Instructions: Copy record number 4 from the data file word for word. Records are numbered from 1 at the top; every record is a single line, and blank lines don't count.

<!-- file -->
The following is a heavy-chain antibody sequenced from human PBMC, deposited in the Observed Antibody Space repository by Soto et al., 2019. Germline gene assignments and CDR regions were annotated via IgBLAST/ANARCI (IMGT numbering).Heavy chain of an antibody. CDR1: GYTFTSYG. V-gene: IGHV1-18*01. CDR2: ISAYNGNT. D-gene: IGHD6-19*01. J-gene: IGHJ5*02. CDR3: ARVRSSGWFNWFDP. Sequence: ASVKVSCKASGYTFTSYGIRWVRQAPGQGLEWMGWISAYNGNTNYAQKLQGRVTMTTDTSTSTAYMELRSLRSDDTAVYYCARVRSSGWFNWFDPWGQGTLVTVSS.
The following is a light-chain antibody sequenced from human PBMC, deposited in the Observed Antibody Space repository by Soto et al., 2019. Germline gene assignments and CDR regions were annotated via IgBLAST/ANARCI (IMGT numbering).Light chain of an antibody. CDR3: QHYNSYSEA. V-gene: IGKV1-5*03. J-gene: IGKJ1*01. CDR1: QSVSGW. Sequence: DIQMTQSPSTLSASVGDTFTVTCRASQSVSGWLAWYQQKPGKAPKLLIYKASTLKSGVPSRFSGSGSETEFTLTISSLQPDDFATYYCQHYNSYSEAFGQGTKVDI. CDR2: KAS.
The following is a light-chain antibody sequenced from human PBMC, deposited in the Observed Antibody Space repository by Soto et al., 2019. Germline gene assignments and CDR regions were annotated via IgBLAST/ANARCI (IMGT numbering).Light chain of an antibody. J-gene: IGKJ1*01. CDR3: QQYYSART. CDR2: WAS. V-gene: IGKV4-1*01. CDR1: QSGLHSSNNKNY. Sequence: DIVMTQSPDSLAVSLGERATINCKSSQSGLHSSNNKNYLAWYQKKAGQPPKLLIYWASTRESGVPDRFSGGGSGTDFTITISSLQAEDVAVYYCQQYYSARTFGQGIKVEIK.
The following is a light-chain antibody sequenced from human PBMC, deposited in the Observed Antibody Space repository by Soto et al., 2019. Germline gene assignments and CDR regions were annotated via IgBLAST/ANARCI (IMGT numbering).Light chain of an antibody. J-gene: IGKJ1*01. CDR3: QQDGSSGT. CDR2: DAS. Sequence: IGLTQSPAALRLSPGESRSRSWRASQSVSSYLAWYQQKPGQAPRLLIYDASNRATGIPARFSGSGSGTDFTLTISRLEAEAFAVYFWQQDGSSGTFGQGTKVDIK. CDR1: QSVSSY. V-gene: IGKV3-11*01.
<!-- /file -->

The following is a light-chain antibody sequenced from human PBMC, deposited in the Observed Antibody Space repository by Soto et al., 2019. Germline gene assignments and CDR regions were annotated via IgBLAST/ANARCI (IMGT numbering).Light chain of an antibody. J-gene: IGKJ1*01. CDR3: QQDGSSGT. CDR2: DAS. Sequence: IGLTQSPAALRLSPGESRSRSWRASQSVSSYLAWYQQKPGQAPRLLIYDASNRATGIPARFSGSGSGTDFTLTISRLEAEAFAVYFWQQDGSSGTFGQGTKVDIK. CDR1: QSVSSY. V-gene: IGKV3-11*01.